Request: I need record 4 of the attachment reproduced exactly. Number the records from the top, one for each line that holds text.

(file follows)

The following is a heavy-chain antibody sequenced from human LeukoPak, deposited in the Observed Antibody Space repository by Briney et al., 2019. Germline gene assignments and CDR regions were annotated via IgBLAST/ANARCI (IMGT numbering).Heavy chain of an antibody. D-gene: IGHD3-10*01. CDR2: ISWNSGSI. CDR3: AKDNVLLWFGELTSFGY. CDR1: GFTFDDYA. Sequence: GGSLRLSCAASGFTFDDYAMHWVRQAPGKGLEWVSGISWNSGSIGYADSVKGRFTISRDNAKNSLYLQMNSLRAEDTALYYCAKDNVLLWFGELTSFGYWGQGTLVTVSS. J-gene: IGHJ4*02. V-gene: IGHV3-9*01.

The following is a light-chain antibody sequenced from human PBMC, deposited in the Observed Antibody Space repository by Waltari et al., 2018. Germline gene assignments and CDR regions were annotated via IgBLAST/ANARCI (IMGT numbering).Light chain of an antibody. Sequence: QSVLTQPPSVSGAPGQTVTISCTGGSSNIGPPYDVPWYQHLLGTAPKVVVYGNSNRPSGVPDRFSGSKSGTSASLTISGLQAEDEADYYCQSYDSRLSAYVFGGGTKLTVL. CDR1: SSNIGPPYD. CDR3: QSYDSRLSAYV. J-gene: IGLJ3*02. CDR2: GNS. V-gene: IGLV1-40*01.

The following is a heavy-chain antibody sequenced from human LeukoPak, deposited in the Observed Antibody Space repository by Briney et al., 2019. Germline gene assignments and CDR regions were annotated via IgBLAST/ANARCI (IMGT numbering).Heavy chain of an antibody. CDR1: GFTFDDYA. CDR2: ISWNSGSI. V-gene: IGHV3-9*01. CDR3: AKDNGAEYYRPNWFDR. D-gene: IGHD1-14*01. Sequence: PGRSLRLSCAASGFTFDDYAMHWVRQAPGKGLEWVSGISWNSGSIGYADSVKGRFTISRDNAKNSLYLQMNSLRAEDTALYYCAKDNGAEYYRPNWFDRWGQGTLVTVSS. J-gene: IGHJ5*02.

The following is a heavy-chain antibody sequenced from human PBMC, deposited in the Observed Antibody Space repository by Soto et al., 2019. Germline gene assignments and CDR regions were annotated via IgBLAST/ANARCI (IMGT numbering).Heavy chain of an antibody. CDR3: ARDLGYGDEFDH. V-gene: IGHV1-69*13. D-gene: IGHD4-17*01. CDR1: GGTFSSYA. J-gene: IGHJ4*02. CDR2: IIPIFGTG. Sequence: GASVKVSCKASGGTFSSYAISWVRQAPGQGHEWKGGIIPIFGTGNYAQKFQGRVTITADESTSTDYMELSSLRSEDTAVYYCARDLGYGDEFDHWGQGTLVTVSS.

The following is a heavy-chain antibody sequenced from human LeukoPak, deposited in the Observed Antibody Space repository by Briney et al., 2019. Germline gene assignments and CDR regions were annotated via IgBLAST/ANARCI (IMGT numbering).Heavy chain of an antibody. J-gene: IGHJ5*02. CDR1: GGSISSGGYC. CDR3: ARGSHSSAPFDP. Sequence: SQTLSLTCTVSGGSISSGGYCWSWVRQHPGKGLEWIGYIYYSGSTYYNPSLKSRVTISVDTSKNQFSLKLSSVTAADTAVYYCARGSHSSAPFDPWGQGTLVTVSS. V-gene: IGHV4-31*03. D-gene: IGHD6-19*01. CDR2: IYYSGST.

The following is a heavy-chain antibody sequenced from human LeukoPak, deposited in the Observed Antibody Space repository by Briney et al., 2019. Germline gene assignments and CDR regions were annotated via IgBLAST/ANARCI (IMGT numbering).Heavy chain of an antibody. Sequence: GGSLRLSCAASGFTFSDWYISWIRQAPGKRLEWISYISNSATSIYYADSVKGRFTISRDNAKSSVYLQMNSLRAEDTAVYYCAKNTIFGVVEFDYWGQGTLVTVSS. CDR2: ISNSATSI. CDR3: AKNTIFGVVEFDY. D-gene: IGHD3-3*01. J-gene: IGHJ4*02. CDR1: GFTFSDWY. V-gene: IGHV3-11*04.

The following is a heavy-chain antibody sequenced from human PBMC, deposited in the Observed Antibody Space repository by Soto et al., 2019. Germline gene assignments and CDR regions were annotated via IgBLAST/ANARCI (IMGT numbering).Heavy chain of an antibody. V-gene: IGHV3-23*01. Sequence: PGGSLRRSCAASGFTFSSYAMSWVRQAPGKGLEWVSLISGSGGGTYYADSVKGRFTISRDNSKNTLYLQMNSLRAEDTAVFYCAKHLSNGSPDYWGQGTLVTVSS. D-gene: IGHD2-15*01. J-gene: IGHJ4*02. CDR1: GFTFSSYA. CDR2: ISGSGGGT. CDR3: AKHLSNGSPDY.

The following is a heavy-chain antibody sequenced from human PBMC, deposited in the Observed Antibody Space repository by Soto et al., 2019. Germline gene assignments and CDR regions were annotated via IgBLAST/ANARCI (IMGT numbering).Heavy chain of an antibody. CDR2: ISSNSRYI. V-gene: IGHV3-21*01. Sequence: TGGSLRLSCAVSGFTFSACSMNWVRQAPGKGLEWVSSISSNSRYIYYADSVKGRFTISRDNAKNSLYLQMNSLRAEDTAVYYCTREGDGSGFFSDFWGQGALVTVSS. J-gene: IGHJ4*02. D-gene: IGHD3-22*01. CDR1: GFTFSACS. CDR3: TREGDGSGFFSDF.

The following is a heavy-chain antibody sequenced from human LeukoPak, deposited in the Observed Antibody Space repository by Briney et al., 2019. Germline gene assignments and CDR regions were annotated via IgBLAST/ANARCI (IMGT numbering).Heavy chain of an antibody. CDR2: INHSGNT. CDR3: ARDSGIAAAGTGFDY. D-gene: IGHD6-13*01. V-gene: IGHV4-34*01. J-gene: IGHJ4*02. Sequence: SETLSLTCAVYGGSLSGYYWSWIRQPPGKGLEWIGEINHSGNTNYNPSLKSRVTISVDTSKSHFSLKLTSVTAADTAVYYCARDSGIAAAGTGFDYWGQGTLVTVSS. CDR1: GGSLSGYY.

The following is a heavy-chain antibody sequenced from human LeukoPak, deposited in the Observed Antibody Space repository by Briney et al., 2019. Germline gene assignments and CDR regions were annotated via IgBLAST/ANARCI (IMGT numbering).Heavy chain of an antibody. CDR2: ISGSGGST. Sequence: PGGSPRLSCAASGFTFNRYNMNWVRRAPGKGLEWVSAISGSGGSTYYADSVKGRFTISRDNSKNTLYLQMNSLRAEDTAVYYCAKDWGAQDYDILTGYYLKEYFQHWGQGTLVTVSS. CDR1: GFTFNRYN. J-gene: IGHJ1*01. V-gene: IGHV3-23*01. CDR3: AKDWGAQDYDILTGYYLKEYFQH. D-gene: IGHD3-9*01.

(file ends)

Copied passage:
The following is a heavy-chain antibody sequenced from human PBMC, deposited in the Observed Antibody Space repository by Soto et al., 2019. Germline gene assignments and CDR regions were annotated via IgBLAST/ANARCI (IMGT numbering).Heavy chain of an antibody. CDR3: ARDLGYGDEFDH. V-gene: IGHV1-69*13. D-gene: IGHD4-17*01. CDR1: GGTFSSYA. J-gene: IGHJ4*02. CDR2: IIPIFGTG. Sequence: GASVKVSCKASGGTFSSYAISWVRQAPGQGHEWKGGIIPIFGTGNYAQKFQGRVTITADESTSTDYMELSSLRSEDTAVYYCARDLGYGDEFDHWGQGTLVTVSS.